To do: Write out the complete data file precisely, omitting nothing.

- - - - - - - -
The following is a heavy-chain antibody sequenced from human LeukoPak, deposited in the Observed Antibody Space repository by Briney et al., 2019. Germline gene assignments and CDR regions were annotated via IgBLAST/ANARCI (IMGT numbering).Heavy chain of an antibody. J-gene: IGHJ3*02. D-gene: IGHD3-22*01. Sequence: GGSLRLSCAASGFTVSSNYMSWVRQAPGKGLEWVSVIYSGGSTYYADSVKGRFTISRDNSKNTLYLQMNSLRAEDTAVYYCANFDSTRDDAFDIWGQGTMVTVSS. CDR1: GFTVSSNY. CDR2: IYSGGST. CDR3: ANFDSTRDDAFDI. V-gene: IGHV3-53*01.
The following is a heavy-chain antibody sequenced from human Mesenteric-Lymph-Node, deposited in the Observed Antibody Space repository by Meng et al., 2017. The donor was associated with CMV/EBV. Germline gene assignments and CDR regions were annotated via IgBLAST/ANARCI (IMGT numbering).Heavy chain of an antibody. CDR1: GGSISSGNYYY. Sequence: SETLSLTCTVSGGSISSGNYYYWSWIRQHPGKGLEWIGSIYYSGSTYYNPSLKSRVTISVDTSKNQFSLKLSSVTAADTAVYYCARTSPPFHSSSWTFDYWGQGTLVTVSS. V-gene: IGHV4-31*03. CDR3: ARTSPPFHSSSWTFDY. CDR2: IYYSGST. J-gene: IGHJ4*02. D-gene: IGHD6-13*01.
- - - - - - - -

The following is a heavy-chain antibody sequenced from human LeukoPak, deposited in the Observed Antibody Space repository by Briney et al., 2019. Germline gene assignments and CDR regions were annotated via IgBLAST/ANARCI (IMGT numbering).Heavy chain of an antibody. J-gene: IGHJ3*02. D-gene: IGHD3-22*01. Sequence: GGSLRLSCAASGFTVSSNYMSWVRQAPGKGLEWVSVIYSGGSTYYADSVKGRFTISRDNSKNTLYLQMNSLRAEDTAVYYCANFDSTRDDAFDIWGQGTMVTVSS. CDR1: GFTVSSNY. CDR2: IYSGGST. CDR3: ANFDSTRDDAFDI. V-gene: IGHV3-53*01.
The following is a heavy-chain antibody sequenced from human Mesenteric-Lymph-Node, deposited in the Observed Antibody Space repository by Meng et al., 2017. The donor was associated with CMV/EBV. Germline gene assignments and CDR regions were annotated via IgBLAST/ANARCI (IMGT numbering).Heavy chain of an antibody. CDR1: GGSISSGNYYY. Sequence: SETLSLTCTVSGGSISSGNYYYWSWIRQHPGKGLEWIGSIYYSGSTYYNPSLKSRVTISVDTSKNQFSLKLSSVTAADTAVYYCARTSPPFHSSSWTFDYWGQGTLVTVSS. V-gene: IGHV4-31*03. CDR3: ARTSPPFHSSSWTFDY. CDR2: IYYSGST. J-gene: IGHJ4*02. D-gene: IGHD6-13*01.